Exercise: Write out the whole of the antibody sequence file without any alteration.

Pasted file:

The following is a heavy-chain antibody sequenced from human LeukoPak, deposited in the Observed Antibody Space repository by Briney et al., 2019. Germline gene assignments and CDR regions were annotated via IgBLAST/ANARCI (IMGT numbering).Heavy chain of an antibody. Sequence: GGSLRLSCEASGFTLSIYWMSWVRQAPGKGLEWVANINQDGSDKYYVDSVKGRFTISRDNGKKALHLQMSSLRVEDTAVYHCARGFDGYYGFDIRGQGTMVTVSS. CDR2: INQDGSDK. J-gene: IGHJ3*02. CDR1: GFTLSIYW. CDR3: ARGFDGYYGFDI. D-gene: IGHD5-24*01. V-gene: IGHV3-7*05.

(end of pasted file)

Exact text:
The following is a heavy-chain antibody sequenced from human LeukoPak, deposited in the Observed Antibody Space repository by Briney et al., 2019. Germline gene assignments and CDR regions were annotated via IgBLAST/ANARCI (IMGT numbering).Heavy chain of an antibody. Sequence: GGSLRLSCEASGFTLSIYWMSWVRQAPGKGLEWVANINQDGSDKYYVDSVKGRFTISRDNGKKALHLQMSSLRVEDTAVYHCARGFDGYYGFDIRGQGTMVTVSS. CDR2: INQDGSDK. J-gene: IGHJ3*02. CDR1: GFTLSIYW. CDR3: ARGFDGYYGFDI. D-gene: IGHD5-24*01. V-gene: IGHV3-7*05.